Rachael Gallagher (1), Ian J. Wright (1), Mark Westoby (1)
1 Department of Biological Sciences, Macquarie University, North Ryde, NSW 2109 firstname.lastname@example.org, @ecolo_gist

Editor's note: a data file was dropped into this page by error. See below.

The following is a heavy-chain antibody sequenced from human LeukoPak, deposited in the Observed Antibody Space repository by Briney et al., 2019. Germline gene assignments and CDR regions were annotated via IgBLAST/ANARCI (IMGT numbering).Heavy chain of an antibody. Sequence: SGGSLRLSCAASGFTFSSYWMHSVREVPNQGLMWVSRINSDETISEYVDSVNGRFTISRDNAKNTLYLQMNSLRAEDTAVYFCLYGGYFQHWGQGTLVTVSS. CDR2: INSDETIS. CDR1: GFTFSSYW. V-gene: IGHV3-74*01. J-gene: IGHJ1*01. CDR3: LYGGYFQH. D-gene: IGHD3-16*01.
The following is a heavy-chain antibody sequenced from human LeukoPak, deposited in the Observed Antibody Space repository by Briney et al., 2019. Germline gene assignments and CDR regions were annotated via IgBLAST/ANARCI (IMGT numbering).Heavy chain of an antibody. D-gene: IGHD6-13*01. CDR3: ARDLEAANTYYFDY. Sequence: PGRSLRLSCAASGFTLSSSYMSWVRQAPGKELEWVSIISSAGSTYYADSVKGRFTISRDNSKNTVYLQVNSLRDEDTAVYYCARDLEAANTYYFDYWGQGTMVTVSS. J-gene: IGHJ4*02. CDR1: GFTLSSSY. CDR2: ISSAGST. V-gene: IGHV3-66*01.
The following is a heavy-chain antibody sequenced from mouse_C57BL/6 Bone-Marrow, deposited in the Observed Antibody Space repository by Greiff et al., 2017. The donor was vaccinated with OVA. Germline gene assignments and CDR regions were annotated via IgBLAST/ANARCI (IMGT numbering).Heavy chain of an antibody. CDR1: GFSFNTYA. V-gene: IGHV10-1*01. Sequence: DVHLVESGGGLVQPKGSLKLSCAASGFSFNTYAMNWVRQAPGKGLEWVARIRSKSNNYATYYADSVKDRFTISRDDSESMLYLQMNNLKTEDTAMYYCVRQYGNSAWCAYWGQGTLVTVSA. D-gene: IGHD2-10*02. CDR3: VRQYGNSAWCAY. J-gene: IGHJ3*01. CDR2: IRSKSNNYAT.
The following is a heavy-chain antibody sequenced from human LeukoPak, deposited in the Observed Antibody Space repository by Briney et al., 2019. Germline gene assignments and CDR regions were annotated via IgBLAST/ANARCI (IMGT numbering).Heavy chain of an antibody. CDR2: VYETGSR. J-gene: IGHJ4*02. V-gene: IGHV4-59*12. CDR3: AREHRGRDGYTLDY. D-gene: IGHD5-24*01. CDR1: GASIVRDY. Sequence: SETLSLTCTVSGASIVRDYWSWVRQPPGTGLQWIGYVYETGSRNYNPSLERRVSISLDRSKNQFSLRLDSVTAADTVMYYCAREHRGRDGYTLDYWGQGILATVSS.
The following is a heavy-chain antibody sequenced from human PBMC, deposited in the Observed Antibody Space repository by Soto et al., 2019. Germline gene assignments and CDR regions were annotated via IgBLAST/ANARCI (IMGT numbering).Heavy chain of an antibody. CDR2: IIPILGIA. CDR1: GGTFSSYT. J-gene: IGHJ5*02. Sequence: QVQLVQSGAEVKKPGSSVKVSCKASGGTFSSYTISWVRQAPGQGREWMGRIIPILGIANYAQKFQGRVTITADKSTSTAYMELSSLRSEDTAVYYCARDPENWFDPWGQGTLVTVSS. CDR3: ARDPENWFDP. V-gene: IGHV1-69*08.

How resilient are current communities to climate warming? We approach this fundamental question in global change biology using data for the entire higher-plant flora of Australia and a novel niche turnover metric – the ‘safety-margin for climate warming’. Point occurrence data from herbarium specimens for 19,227 plant species were cleaned and intersected with current climatologies to estimate the upper, realised niche limit for each species. In each location (0.5º grid cell), we calculated a frequency distribution of differences in location temperature and the upper niche limit of each species present and mapped the mean. This metric shows how much warmer conditions can become before a typical species in a location would need to be replaced via turn-over. Estimating the rate of niche turnover in this way explicitly measures the safety-margin for climate warming in each landscape location, in terms of the average niche limits of the current community. Mapped patterns were compared among different plant functional types and spatially-explicit models were used to test for associations between safety-margin, range size, latitude, and abiotic conditions (e.g. topography, soils). Across the Australian landscape, the safety margin for climate warming in higher-plant communities varied between 0.1-8.1ºC. The smallest margins were confined to equatorial regions and topography was a key predictor of variation. Alpine locations had consistently higher safety margins, suggesting that mountainous zones may be more resilient to direct climate warming than previously thought.